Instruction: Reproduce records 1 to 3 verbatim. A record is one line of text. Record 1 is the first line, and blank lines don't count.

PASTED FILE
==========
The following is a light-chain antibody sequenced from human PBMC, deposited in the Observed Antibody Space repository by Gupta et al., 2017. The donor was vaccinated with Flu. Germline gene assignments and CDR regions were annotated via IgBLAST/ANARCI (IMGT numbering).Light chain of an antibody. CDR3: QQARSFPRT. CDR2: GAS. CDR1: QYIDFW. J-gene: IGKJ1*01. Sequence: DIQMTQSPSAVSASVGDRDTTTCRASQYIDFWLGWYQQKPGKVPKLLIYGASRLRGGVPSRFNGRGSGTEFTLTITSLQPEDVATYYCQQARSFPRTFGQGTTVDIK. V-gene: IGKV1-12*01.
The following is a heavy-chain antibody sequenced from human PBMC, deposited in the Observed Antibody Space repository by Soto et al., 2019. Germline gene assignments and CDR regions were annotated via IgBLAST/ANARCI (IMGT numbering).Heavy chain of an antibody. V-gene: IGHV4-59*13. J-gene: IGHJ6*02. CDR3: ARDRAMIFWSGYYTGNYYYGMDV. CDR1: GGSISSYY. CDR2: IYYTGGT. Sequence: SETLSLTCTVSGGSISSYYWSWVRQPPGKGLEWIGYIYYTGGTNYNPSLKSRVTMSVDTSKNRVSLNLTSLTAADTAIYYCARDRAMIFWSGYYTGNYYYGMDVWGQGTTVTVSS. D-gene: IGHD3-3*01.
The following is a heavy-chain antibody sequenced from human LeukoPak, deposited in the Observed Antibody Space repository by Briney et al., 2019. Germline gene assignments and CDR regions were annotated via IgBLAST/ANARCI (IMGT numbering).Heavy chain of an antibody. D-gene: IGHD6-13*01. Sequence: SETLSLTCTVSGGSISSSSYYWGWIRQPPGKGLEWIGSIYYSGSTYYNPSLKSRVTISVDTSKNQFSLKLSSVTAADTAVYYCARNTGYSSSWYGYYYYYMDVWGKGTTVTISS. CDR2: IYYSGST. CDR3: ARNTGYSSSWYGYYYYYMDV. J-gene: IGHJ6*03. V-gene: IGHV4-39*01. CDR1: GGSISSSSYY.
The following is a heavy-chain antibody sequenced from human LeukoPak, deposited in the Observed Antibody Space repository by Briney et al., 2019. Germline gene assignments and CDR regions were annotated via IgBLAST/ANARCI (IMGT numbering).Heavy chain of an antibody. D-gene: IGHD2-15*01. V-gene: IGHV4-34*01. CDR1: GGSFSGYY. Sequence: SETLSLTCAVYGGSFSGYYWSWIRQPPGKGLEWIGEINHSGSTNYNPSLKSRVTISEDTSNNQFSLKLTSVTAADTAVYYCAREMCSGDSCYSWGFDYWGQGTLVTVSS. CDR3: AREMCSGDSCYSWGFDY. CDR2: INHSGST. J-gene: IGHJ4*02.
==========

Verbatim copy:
The following is a light-chain antibody sequenced from human PBMC, deposited in the Observed Antibody Space repository by Gupta et al., 2017. The donor was vaccinated with Flu. Germline gene assignments and CDR regions were annotated via IgBLAST/ANARCI (IMGT numbering).Light chain of an antibody. CDR3: QQARSFPRT. CDR2: GAS. CDR1: QYIDFW. J-gene: IGKJ1*01. Sequence: DIQMTQSPSAVSASVGDRDTTTCRASQYIDFWLGWYQQKPGKVPKLLIYGASRLRGGVPSRFNGRGSGTEFTLTITSLQPEDVATYYCQQARSFPRTFGQGTTVDIK. V-gene: IGKV1-12*01.
The following is a heavy-chain antibody sequenced from human PBMC, deposited in the Observed Antibody Space repository by Soto et al., 2019. Germline gene assignments and CDR regions were annotated via IgBLAST/ANARCI (IMGT numbering).Heavy chain of an antibody. V-gene: IGHV4-59*13. J-gene: IGHJ6*02. CDR3: ARDRAMIFWSGYYTGNYYYGMDV. CDR1: GGSISSYY. CDR2: IYYTGGT. Sequence: SETLSLTCTVSGGSISSYYWSWVRQPPGKGLEWIGYIYYTGGTNYNPSLKSRVTMSVDTSKNRVSLNLTSLTAADTAIYYCARDRAMIFWSGYYTGNYYYGMDVWGQGTTVTVSS. D-gene: IGHD3-3*01.
The following is a heavy-chain antibody sequenced from human LeukoPak, deposited in the Observed Antibody Space repository by Briney et al., 2019. Germline gene assignments and CDR regions were annotated via IgBLAST/ANARCI (IMGT numbering).Heavy chain of an antibody. D-gene: IGHD6-13*01. Sequence: SETLSLTCTVSGGSISSSSYYWGWIRQPPGKGLEWIGSIYYSGSTYYNPSLKSRVTISVDTSKNQFSLKLSSVTAADTAVYYCARNTGYSSSWYGYYYYYMDVWGKGTTVTISS. CDR2: IYYSGST. CDR3: ARNTGYSSSWYGYYYYYMDV. J-gene: IGHJ6*03. V-gene: IGHV4-39*01. CDR1: GGSISSSSYY.